Tulips

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Status: Finished  |  Genre: Non-Fiction  |  House: Booksie Classic
A short story about a girls experiences in the Holocaust

Submitted: February 07, 2009

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Submitted: February 07, 2009

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TULIPS
By Sasha Grabinsky
 
 When I was a young girl, living in the Ukraine… I used to walk about my Ma and Pas garden. They had every kind of flower, but my favorite was the tulip. I remember I picked one, and held it to my heart, and imagined that that would be the way it would be forever. But that was before they came and took it all away.
 
I remember I was out in the garden when they came. The Nazis. They banged on my door and said, “Get out!” When my mama said no, they dragged my little sister Sytle out the door by her arm, and my Pa went running after. We were no match for the guns and sheer terror that the Nazis had.
We went by tank, then by train. We were on the train for one hour, two hours, a day, 2 days, and still no water. Finally on the third day we were given a pail of water, but that was for the ten people in our car to share. I gave most of my share to my younger sister Sytle, for she was only five years old.
When we got off the train we were forced to stand on a line on the wall. And on the wall there was a line. And everyone that was too old to be a slave, they were sent to the gas chambers. My Ma and Pa… and I only had Sytle. And the wall was here. And Sytle was here… and Sytle… was… gone.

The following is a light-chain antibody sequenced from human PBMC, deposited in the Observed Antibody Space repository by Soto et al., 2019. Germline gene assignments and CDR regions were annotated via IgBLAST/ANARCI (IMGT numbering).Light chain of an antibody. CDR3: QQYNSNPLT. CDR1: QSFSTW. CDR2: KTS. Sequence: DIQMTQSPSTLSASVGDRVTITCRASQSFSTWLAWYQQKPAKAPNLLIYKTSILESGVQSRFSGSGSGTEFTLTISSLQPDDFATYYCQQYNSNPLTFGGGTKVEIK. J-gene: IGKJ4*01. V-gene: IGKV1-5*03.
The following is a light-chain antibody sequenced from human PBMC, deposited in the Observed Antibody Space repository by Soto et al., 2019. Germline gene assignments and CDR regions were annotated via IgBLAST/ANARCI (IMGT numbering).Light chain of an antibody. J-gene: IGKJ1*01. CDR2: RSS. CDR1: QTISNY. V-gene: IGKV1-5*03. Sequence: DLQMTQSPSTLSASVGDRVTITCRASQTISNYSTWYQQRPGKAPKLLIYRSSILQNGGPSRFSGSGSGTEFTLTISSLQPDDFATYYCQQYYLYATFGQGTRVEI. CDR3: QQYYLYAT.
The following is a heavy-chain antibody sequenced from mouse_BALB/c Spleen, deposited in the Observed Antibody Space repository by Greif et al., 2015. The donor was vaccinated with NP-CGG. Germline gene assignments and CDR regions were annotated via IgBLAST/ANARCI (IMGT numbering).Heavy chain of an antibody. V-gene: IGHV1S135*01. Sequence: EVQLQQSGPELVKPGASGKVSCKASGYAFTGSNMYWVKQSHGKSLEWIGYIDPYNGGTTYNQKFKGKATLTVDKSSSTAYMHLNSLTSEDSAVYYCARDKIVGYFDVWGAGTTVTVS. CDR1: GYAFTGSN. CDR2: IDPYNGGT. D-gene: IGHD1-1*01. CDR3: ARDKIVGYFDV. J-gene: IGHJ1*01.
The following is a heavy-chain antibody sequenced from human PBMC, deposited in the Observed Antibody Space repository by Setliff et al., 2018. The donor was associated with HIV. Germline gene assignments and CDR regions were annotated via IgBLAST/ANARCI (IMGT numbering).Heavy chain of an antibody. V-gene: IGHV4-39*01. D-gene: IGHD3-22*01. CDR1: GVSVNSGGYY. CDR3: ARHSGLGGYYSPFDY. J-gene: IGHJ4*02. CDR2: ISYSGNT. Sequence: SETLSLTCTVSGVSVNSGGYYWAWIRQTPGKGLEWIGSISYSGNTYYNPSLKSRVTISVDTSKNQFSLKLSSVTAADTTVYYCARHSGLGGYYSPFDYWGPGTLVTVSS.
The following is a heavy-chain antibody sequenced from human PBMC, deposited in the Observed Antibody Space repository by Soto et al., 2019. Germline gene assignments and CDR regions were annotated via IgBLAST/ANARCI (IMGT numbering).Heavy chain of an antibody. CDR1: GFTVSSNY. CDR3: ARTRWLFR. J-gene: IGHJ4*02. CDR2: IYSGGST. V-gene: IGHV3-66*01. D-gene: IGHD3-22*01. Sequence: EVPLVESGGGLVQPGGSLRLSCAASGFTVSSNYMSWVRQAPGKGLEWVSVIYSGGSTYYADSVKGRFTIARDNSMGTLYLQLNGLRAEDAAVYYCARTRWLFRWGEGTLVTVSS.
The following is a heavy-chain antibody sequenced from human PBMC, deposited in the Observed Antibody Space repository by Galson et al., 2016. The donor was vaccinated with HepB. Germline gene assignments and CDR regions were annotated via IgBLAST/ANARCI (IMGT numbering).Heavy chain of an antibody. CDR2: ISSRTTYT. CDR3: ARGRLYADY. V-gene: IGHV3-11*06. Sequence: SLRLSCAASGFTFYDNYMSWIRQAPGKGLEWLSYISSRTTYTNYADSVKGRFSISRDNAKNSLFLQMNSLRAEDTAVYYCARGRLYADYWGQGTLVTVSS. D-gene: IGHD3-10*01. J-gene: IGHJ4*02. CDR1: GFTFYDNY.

The rest of us, the “lucky” survivors of insanity, were made to shower, and then pushed out into the winter cold without a blanket. Our cells were barren; a wood slat cot awaited us at our “humble abode”. We worked and worked. In the dead of night, when we were shivering with frost, there was nothing to warm us. When we were starving, from weeks of nothing but sawdust bread and grass if we were lucky, there was nothing to fill our stomachs. And when our souls cried out for salvation from God, there was no God to save us. And late at night, when the moans and groans of those around me had subsided, was in my tulip field again, with my Ma and Pa and Sytle, and I was happy. And they one of them would open the door, and scream, “Time to work”. And if we didn’t get up fast enough, we would be gone. I considered it.
I was dying, on the inside and out. But somehow I still had the will to survive, to believe that there was still good in the world. So that when Auschwitz was liberated, I still had a little piece of myself left.
But in order to move forward, I had to reconcile with my past. I couldn’t ever forget what happened at Auschwitz, but I shouldn’t let the travesty caused by sick, evil people affect me any more. I had to rise above it.
So ten years later, I went back to my Ma and Pas garden. I didn’t expect that such delicate flowers could survive something so terrible. And none did, except the tulips. And they were stretched as far as the eye could see, a testament to me. To my life. Because the Tulips had survived, and I had survived. And as I ran through the tulips, finally free, I was alive for the first time.


© Copyright 2018 Sasha Grabinsky. All rights reserved.

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